Australian Defence Strategic Review (DSR) soon to be released

In today’s online ABC News (31 Jan 2023), Mick Ryan, a recently retired Australian Army major general, has summarised the challenges of the Australian Defence Strategic Review (DSR) soon to be released. Ryan served in East Timor, Iraq and Afghanistan, and as a strategist on the United States Joint Chiefs of Staff. He has written a book, War Transformed, about 21st century warfare.

About the Defence Strategic Review

Two independent experts have been appointed to lead the review; former Minister for Defence, Professor the Hon Stephen Smith and former Chief of the Defence Force, Air Chief Marshal Sir Angus Houston AK AFC (ret’d). They aim to explore and make recommendations on the structure, preparedness, posture and investment priorities of the Australian Defence Force.

The DSR was announced last August by the Prime Minister, the Hon Anthony Albanese MP, and the Deputy Prime Minister and Minister for Defence, the Hon Richard Marles MP.

The Defence Strategic Review will outline the investments required to support defence preparedness and mobilisation needs to 2032-33. It will help to maximise the potential of the Nuclear Powered Submarine Taskforce and other AUKUS partnership initiatives in Australia’s best strategic interests.

Australia’s military challenges

Ryan summarises the range of security challenges that Australia faces:

  • China is undertaking the largest peacetime military build-up in recorded history. It is attempting to coerce our neighbours to step away from relationships with the United States and Australia.
  • Russia is conducting a campaign to subjugate the Ukrainian people. Both nations are using a mix of older forms of war and new, advanced weapons using autonomous systems and sophisticated algorithms.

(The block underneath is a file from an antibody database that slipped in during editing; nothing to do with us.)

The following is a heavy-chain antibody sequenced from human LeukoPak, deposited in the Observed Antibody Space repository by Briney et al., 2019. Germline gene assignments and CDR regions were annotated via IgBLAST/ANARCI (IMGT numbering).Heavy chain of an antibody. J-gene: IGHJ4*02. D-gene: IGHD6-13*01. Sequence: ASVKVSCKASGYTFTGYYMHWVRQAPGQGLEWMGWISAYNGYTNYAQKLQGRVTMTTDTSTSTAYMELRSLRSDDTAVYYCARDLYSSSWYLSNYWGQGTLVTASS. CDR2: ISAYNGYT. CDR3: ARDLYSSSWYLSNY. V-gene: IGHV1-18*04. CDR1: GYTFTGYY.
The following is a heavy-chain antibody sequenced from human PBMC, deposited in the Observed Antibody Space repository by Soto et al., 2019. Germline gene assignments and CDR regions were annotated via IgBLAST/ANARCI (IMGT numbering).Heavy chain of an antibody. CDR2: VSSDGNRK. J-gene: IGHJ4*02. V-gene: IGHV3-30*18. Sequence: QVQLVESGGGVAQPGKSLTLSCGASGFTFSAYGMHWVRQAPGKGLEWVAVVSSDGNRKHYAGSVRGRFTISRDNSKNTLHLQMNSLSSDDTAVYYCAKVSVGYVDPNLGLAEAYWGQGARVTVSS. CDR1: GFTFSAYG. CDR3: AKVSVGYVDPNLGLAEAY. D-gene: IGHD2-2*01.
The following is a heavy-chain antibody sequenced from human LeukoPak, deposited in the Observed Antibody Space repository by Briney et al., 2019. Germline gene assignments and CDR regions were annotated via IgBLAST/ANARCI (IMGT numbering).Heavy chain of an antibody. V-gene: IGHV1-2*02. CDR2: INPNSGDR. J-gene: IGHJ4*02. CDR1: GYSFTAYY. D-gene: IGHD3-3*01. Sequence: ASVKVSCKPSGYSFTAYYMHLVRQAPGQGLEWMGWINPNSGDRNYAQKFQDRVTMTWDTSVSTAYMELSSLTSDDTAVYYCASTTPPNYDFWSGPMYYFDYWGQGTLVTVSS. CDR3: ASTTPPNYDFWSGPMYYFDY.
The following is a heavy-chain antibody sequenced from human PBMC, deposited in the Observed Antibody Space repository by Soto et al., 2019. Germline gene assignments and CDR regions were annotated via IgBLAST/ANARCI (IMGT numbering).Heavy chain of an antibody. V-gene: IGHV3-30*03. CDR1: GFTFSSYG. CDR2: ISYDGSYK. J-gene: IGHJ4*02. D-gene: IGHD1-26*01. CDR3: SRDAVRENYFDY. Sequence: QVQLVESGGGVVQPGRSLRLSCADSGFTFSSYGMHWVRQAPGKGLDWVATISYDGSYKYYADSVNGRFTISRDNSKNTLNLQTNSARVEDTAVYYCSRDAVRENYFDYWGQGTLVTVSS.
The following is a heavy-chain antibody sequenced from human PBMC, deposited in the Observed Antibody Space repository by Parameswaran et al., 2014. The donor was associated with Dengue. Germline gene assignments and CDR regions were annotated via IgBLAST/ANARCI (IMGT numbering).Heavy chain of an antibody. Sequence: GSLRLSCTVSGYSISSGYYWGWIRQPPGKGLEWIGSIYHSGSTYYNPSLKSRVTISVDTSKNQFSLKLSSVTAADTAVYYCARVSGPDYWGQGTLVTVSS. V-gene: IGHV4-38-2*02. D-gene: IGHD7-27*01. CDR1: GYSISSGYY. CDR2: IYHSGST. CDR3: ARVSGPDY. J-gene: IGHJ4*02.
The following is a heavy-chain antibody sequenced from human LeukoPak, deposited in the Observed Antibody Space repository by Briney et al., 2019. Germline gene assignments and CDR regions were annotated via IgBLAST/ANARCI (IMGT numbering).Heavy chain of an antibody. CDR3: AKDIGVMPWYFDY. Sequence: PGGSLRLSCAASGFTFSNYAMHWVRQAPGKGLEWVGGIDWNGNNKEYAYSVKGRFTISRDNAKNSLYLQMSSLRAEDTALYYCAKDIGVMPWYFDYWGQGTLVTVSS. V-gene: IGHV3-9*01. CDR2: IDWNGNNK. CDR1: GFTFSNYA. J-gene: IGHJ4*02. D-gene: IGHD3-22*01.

• Australia must assure its regional neighbours that a military build-up is focused on enhancing the collective security of our region and is no threat.

Challenges for the DSR

Ryan summarises the key challenges for the Australian DSR. He suggests we must:

  • Find new ways of thinking about national security so that we can adapt quickly to strategic developments.
  • Deliver defence capabilities at a faster rate. As change in the strategic environment has sped up, delivery of new defence capability has slowed down. The review must identify how to close this widening gap.
  • Identify how to achieve the difficult balance between long-range strike and close combat. There will be an “understandable bias” to long range strike weapons with a focus on missiles and drones.
  • Improve Australia’s sovereign capability. With more demand for government investment in domestic defence production as we can no longer rely on ready access to foreign-made weapons.
  • Create a compelling narrative that convinces the government, and the Australian people, of the need to expand investment in defence. “No serious defence expert in this country believes that 2 per cent of GDP is sufficient” with a figure of 3 per cent or even 4 per cent being suggested.

Suggestions for what we need

In summary, Ryan suggests that because the future remains uncertain the Defence Strategic Review should direct the Australian Government to invest in “a range of lethal, networked, survivable and logistically supportable land, sea, space, air and cyber military capabilities that can adapt to both anticipated and unimagined contingencies”.